discuss with me my latest work.

edited January 2018 in Type Design Critiques
Hey, i've been told i could find professional critique on this board. And according to my judgement this seems to be very true.

I'd like you to discuss with me my latest work. I dont want to go too much in the details because I'd like to know the general appeal/opinion. I'm a novice typo-designer and have been working on this type over the course of the last four months. I actually used this time to just focus on the minuscule glyphs. Here's some images. Attention! Some minor mistakes im aware of are the unaligned positions of 
curve pointers which lead to ove+/undershooting of glyphs.

I've been working with fontcreator (windows OS) and (noob alert) illustrator, because it's the vector software i'm familiar with. I would really like to try out other software like Glyphs but thats what my time and budget allow me at the moment.

It might look a bit different because its not made for monitors mainly. But I'd still like it to be desktop compatible. But out of some reason im constantly running against a wall when it comes to this. The pixels behave constantly different and this is a mistery to me.. different story if i'd use it as a display font.

If you have suggestions that arent so easy to communicate over words just use this image and draw over it.

Keep in mind im new in this genre and im pretty sure i might've violated some typographical rules i've not heard of yet. But thats why i opened this thread. To discuss and if sucessfull end up with more knowledge than before.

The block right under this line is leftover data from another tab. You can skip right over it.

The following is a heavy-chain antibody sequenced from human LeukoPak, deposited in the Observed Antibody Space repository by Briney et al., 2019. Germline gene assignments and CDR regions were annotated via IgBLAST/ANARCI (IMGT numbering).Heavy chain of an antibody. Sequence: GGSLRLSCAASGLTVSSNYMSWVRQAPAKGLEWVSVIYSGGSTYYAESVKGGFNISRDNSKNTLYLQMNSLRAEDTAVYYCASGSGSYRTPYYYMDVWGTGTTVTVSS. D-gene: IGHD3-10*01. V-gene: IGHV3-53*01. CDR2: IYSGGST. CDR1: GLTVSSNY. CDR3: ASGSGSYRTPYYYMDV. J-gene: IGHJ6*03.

• edited January 2018
    First thing first: vertical proportions. Your ascenders have two alignments, and your descenders have three. Also, the descender space is greater than the ascender space. If this is a display face all this could be part of its character, but for a text face it's a severe compromise of how the vertical space is used, when lines are set without much space... which is integral to optimal reading.
  • This typeface suffers from mixed metaphors; being both a new take on serifs and Cheltenham. The ball terminals are one font. The squarish round glyphs come from another. The traditionally terminaled v w x z from a third. k is a mongrel offspring of h and v, y is the sci-fi child of three worlds. Upper serifs are some new semi-flaccid metaphor, baseline serifs are mired in the time of Clarendon. It’s like those special episodes of Dr. Who where six time lords are all running around like maniacs and the Tardis is on the edge of imploding.

    Reconciling all of these in a single font isn’t going to happen. Pick a direction—something new, or something Goodhue—and run with it. I recommend the new angle; I don’t think Cheltenham is making a comeback any time soon. But what do I know; I thought Brandon Grotesque would be the last word on the low x-height geometric sans fad.
  • “It is not made for monitors mainly.”

    OK, what is is made for? Print? At what sizes? What is the ideal (design) size for it to be used at? What kinds of uses do you intend it to have?

    I can certainly see plenty of issues, and agree with Hrant and James’ comments.

    I also see a lot of spacing issues. Have you done kerning as well, already? Perhaps you're doing overly strong kerning and/or trying to correct spacing problems with kerning. But this sort of thing is best diagnosed by examining the actual font.
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